Thanks everyone for the kind words. It actually was a lot of fun looking back at all this stuff. One of the things that amazed me was the sheer number of trades that Bowden has made. I actually didn't include all of them, because there were numerous other trades that were of little or no significance. It was just a waste of my time to look into them.
Backbencher: I actually agree with your comments and your concerns. I think that Win Shares *is* limited in scope, and that's why I included those statements up front. I didn't want everyone to think this is a case in which I am saying that this is the final score on his trading history. Rather I wanted this to be a starting point, whereby we can say, "OK, here's what the objective data says." And if it doesn't make sense, then let's try to explain it another way, which I tried to do as commentary for several of the deals. I am pretty confident that Win Shares is a nice tool to get an accurate read on about 80% of these trades.
I am less confident about the "family" trades, however, where certain guys were brought in then shipped off a year or two later. These deals are quite complex, and perhaps I am doing a disservice by trying to simplify (oversimplify?) them to a certain degree. We all recognize that Bowden will be judged on the big deals that he makes rather than the Castros-for-Kenny-Lutzes types. Even so, despite these limitations, I thought a Win Shares analysis would be a good place to start the discussion. I am certainly open to suggestions for ways of refining the analysis; that's why I posted it.
I had a few additional random thoughts about the trades--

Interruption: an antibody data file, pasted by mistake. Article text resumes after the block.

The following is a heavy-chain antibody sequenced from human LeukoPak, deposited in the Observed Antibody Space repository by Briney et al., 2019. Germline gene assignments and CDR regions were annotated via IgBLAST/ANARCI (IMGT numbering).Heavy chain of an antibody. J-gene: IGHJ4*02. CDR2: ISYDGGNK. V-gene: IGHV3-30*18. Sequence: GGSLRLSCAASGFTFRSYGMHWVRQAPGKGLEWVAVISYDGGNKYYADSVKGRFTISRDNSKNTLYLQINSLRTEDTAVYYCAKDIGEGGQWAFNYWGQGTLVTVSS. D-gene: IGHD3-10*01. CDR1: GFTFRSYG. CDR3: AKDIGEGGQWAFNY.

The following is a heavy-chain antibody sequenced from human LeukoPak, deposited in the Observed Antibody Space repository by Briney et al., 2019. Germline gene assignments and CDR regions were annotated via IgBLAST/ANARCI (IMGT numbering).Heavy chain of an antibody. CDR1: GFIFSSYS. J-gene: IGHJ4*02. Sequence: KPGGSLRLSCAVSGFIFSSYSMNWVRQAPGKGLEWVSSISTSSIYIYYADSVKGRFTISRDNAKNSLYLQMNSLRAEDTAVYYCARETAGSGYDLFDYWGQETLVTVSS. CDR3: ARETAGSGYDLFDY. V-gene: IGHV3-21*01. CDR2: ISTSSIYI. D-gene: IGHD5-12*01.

*I didn't really comprehend the sheer vastness of relievers that Bowden has brought in (and shipped out). And they all have been more effective after coming to Cincinnati. Someone else on another thread mentioned that Bowden should get credit for utilizing one of his organizational strengths--in particular, the Gullett School for Rehabs, Retreads, and Failed Pitching Prospects (TM)--and I think I have to agree. There are tons of decent relievers available on the waiver wire and available as minor league league free agents; despite this impediment, but Bowden is able to exchange these guys to shore up areas of organizational weakness (and acquire the occasional toolsy outfielders as well
*Flip trades. Bowden is able to get a guy at a minimal cost and turn him around for something useful. Ochoa, Damian Jackson, and Dmitri Young are all examples of this who were brought in cheaply and shipped out for something more useful.
*Bowden seems to subscribe to the Branch Rickey approach, "it's better to trade a player a year early rather than a year late." So many of these guys were dealt away at the perfect time before they became too ineffective or too expensive (or both). Taubensee, Bichette, Steve Parris, et al., are prime examples of this. Timing is crucial to trades, and Bowden seems to have a good feel for the timing.
<small>[ 07-11-2002, 10:44 AM: Message edited by: D-Man ]</small>